Five Dials

A free literary magazine from Hamish Hamilton

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We Do Not Use The Word Lightly

For years I have been an illicit cultivator of neglected patches of public land. I ‘fight the filth with forks and flowers’ and until now had never been confronted with the choice between arrest and retreat.

Number 41 | How Can This Be Possible?

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Do Not Pet

Nothing better to put a broken heart into perspective, I think to myself, than the inanity of the llama, the enlightenment of the sloth, the opportunism of the chimpanzee.
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Day 1851

Today does not mark anything particularly special, but nevertheless there is an 8o per cent chance that today is a special day: I must increase measurement sensitivity, be alert to abnormal behaviour.
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A Small Planet

When you move house, you move the stuff with you. Beneath a few notebooks and rubber bands, there’s a letter from a former lover. You no longer see each other.
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Four Poems by Mustafa Stitou

On leaving the bar I heard / a painter say that astronauts / often grew up without a father.
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She

He loved her so much he doesn’t believe it now; he laughs about it, a long, hard and cynical laugh. It is the laugh of someone who has lost.
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Table Talk

Table Talk (consisting of three poems) 1 When people talk about people they say ‘they’. They do it over the starters. You’re sitting betw... Read more

Of Immediate Interest

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Five People Talking About One Thing

On jokes. Featuring Tom Basden (Fresh Meat, Peep Show), Hephzibah Anderson, David Essig, and a guy eating fermented soy beans. Music by Faunaflage.
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Why Birches Have Silver Bark

'Birch trees did not always have silver bark. There was a time when their trunks were the grey-brown of most other trees. It was sex that changed things. It always does.'
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The Collected ‘Maxims’ of W.G. Sebald

'He had weary eyes that made it tempting to identify him with the melancholy narrators of his books, but he also had a gentle amiability and wry sense of humour.'
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Amsterdam

'Tucked among books, look, a long-ago letter, / long ago lost, thanks me for poems – for one / especially in which she’s named.'
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The Freedom Writer

To mark their 80th anniversary, the advocacy group Liberty delved into their sizeable list of contacts and got hold of 79 of the world’s bes... Read more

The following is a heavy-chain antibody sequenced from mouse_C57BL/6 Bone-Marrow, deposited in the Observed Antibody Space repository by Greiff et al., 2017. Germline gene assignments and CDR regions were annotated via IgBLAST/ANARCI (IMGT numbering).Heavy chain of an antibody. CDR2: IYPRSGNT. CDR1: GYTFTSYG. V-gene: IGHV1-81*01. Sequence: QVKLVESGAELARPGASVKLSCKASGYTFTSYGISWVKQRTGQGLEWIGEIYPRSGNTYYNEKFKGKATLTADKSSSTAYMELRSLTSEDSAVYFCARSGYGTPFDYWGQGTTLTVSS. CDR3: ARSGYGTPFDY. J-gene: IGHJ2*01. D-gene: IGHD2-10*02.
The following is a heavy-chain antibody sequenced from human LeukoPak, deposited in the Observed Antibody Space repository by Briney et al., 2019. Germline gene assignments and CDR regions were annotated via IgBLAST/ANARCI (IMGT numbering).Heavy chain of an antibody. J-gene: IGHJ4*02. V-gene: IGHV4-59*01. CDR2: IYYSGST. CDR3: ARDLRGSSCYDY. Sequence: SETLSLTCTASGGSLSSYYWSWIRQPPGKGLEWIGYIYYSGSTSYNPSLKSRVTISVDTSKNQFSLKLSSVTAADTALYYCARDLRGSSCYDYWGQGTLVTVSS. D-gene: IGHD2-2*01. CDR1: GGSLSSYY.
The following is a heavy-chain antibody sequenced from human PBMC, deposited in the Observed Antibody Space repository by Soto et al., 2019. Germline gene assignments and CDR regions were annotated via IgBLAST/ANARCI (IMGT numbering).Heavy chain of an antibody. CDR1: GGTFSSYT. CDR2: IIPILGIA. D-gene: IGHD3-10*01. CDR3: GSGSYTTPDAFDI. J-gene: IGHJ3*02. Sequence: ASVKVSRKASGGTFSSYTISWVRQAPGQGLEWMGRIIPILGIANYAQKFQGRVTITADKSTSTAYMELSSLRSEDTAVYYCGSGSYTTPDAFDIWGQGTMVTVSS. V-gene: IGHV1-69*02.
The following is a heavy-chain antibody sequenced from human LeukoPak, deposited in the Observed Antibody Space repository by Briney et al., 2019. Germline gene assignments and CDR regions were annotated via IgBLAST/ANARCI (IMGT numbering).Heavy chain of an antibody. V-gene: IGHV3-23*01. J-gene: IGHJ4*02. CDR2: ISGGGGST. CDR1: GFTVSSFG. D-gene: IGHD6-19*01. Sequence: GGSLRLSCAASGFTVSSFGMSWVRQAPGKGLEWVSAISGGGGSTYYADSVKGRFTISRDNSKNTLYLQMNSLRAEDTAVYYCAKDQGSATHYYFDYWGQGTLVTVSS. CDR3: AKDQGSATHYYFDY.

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The Stickiness of Lime Trees

'People were careless and clumsy, always letting things slip through their soft fingers, and the trees made it their business to make sure these things were not lost. They carefully stored empty crisp packets.'

Our Town

Dispatches from London

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My Father’s House

Every summer we were ordered out into the garden with machetes to chop down the grass, which grew above our heads. We loathed having to spend summer days in manual labour, but we never dared question our father’s authority.
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The Fight for Broken Britain

For a place teeming with the ghosts of empire, hard labour, hard liquor, sailors and prostitutes, it’s almost unbearably tranquil. This Britain isn’t broken: it’s just quiet to the point of being unsettling.
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What Goes Around

'Riding past a crowded pavement on a hot day, swallowing consecutive gusts of perfume, sunscreen, cigarette smoke, and sometimes even halitosis, you realize just how helplessly intimate we all are in this city.'
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Virginia Woolf in the Bomb-scarred City

'This was her grandest bid to bring something back from the ruins. She was not reading despite the bombs; she was reading with them, and the two – reading and bombs – are jumbled together in one of her last letters.'
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Yates Lane, NW8

'Escapees from St Mary’s, Paddington: expectant father smoking; old lady wheeling herself in a wheelchair, smoking; die-hard holding urine sack, blood sack, smoking.'
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Out of Windows

'Last Halloween, a woman was thrown out of a fourth-floor window in Marylebone. I was heading back to my flat on Chiltern Street with the intention of watching The Texas Chainsaw Massacre, a film that I had always avoided.'
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